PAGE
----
Unstructured data coupled with IT outages could be costing the Australian economy up to $3 billion each year, according to storage vendor Hitachi Data Systems (HDS).
In its second bi-annual <i>Great Information Glut</i> report, which was carried out by research firms AMR and Deloitte Access, it found that 40 per cent of Australian companies were suffering from too much information, up from 36 per cent in the 2009 report.
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HDS Australia and New Zealand chief technology officer, Adrian De Luca, said that part of the problem was the rapid digitisation of society, sharing large files and storing of emails.
“At the end of day, these aspects are leading companies to deploy more technology which is generating far more information and fuelling a lot of growth in the data storage requirements in the back end,” he said.
In addition, the Deloitte research showed that up to 70 per cent of enterprise employees accessed data or information systems to do their job. IT outages caused by data gluts meant 17 per cent of companies surveyed were losing sales and 11 per cent had suffered reputational damage.
“Information technology can help improve productivity but if it’s not managed correctly than it adds to the problem,” he said.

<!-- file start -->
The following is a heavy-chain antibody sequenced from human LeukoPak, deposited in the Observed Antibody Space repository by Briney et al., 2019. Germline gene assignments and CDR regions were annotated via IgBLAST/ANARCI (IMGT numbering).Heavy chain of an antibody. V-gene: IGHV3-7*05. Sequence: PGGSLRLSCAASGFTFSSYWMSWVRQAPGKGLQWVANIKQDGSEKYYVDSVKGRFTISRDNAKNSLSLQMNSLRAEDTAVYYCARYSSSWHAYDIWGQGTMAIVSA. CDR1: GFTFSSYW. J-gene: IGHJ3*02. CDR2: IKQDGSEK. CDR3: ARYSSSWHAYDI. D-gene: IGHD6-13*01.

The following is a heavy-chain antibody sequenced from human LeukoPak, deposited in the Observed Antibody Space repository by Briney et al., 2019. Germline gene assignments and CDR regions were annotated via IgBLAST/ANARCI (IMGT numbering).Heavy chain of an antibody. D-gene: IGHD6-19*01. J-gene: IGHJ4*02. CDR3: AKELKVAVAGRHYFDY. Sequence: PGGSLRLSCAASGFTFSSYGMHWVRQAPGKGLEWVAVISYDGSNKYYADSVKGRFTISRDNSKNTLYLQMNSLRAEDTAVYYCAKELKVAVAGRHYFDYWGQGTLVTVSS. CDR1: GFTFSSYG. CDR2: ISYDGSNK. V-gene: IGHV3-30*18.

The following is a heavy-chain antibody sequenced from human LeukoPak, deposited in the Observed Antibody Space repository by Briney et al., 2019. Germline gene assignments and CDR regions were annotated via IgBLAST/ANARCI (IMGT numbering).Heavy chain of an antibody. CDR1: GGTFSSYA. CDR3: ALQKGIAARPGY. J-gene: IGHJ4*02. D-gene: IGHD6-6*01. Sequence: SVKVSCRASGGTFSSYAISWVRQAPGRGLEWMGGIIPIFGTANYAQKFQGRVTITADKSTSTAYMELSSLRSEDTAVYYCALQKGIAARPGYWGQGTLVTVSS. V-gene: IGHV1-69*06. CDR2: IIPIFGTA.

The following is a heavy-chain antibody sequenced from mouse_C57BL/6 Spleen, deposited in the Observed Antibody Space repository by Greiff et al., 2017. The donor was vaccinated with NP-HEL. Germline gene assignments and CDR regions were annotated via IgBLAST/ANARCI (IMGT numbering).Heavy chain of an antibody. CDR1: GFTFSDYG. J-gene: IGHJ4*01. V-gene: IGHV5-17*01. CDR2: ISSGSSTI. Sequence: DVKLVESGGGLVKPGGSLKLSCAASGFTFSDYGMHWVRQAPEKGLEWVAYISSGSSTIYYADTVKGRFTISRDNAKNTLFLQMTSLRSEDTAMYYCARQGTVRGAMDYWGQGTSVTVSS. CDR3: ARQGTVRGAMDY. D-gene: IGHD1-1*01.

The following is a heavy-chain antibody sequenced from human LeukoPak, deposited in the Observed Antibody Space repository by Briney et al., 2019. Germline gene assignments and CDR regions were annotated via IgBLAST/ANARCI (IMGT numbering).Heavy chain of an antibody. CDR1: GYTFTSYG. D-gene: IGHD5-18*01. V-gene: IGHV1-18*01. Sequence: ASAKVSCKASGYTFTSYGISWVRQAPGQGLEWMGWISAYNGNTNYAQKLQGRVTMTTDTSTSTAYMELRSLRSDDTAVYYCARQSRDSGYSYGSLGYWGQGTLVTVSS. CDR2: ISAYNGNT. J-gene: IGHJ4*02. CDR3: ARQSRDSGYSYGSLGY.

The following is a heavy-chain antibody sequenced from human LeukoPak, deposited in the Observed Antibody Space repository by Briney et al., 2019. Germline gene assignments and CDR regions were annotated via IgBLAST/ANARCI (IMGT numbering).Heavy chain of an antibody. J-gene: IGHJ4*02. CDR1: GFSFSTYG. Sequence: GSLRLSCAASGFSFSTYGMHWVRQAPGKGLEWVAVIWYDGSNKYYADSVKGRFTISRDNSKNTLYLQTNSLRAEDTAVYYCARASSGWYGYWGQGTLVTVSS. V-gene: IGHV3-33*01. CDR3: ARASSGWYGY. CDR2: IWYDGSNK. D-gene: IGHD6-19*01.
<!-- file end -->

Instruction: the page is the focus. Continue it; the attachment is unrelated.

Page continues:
“An example of that is the Australian Securities Exchange [ASX] outage of 1 November. It’s not just affecting a particular industry, it has wider ramifications across the economy and that’s why we think it’s so serious,” he said.
The 2011 report also found 49 per cent of companies increased their operational expenditure due to an oversupply of data while 38 per cent reported an inability to recover key files.
According to De Luca, a lack of IT investment due to the Global Financial Crisis (GFC) and cost pressures was leading to inefficient storage methods. However, archiving emails and using tiered storage could help cut down data volumes.
“There are some quick wins such as dynamic provisioning which can reclaim as much as 30 per cent of unused storage quickly,” he said.
He added that this could be helpful for the 22 per cent of firms surveyed who were struggling to meet reporting requirements due to data gluts.
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